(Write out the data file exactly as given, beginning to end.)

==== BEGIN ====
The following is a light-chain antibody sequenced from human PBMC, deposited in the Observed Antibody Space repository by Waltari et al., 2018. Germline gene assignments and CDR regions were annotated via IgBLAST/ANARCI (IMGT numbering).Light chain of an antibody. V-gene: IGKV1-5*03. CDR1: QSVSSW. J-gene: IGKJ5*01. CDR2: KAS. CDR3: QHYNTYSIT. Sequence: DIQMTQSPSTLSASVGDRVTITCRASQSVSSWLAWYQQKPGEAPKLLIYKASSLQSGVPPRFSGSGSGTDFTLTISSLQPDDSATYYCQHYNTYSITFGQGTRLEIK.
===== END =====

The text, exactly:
The following is a light-chain antibody sequenced from human PBMC, deposited in the Observed Antibody Space repository by Waltari et al., 2018. Germline gene assignments and CDR regions were annotated via IgBLAST/ANARCI (IMGT numbering).Light chain of an antibody. V-gene: IGKV1-5*03. CDR1: QSVSSW. J-gene: IGKJ5*01. CDR2: KAS. CDR3: QHYNTYSIT. Sequence: DIQMTQSPSTLSASVGDRVTITCRASQSVSSWLAWYQQKPGEAPKLLIYKASSLQSGVPPRFSGSGSGTDFTLTISSLQPDDSATYYCQHYNTYSITFGQGTRLEIK.